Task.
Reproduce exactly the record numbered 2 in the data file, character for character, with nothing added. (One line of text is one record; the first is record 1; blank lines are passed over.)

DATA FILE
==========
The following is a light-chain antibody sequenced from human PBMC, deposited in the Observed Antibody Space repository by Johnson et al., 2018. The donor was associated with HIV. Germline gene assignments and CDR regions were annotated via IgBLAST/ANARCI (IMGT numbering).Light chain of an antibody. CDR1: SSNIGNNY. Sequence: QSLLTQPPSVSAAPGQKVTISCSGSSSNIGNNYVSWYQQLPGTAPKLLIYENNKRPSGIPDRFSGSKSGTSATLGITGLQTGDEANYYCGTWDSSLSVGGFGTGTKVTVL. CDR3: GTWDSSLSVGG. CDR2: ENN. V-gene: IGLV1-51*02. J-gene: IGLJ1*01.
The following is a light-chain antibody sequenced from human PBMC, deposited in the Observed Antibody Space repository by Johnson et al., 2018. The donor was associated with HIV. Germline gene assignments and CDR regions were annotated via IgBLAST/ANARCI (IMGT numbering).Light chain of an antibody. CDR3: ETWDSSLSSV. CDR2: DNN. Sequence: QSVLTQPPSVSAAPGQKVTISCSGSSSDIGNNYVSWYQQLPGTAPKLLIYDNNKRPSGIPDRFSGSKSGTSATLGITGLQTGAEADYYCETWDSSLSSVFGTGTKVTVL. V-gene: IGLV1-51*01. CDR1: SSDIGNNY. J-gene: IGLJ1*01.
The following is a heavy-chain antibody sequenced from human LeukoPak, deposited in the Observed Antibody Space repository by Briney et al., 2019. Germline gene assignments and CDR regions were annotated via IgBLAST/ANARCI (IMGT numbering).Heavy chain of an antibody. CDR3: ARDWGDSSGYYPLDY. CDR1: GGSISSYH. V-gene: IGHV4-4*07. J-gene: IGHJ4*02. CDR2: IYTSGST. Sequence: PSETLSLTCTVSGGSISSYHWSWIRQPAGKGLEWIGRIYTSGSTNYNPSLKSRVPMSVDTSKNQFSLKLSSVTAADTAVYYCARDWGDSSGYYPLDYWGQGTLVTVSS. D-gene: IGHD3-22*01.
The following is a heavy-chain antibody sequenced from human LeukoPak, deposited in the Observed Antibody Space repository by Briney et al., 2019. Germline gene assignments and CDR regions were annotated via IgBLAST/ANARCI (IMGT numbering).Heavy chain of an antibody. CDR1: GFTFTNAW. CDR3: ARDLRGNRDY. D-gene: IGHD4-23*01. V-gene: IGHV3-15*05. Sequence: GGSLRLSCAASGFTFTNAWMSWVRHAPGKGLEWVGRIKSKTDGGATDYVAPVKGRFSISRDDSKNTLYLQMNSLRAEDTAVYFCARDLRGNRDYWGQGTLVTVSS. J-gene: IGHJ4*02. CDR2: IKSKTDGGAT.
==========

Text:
The following is a light-chain antibody sequenced from human PBMC, deposited in the Observed Antibody Space repository by Johnson et al., 2018. The donor was associated with HIV. Germline gene assignments and CDR regions were annotated via IgBLAST/ANARCI (IMGT numbering).Light chain of an antibody. CDR3: ETWDSSLSSV. CDR2: DNN. Sequence: QSVLTQPPSVSAAPGQKVTISCSGSSSDIGNNYVSWYQQLPGTAPKLLIYDNNKRPSGIPDRFSGSKSGTSATLGITGLQTGAEADYYCETWDSSLSSVFGTGTKVTVL. V-gene: IGLV1-51*01. CDR1: SSDIGNNY. J-gene: IGLJ1*01.